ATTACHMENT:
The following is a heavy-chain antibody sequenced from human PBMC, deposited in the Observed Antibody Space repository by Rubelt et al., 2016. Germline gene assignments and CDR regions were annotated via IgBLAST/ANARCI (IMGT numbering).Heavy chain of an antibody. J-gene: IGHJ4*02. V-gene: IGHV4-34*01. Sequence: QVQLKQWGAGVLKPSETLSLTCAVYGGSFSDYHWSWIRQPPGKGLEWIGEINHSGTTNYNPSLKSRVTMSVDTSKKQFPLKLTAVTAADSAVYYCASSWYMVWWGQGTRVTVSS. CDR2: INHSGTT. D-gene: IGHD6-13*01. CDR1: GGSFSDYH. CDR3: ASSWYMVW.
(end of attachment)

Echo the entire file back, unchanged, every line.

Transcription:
The following is a heavy-chain antibody sequenced from human PBMC, deposited in the Observed Antibody Space repository by Rubelt et al., 2016. Germline gene assignments and CDR regions were annotated via IgBLAST/ANARCI (IMGT numbering).Heavy chain of an antibody. J-gene: IGHJ4*02. V-gene: IGHV4-34*01. Sequence: QVQLKQWGAGVLKPSETLSLTCAVYGGSFSDYHWSWIRQPPGKGLEWIGEINHSGTTNYNPSLKSRVTMSVDTSKKQFPLKLTAVTAADSAVYYCASSWYMVWWGQGTRVTVSS. CDR2: INHSGTT. D-gene: IGHD6-13*01. CDR1: GGSFSDYH. CDR3: ASSWYMVW.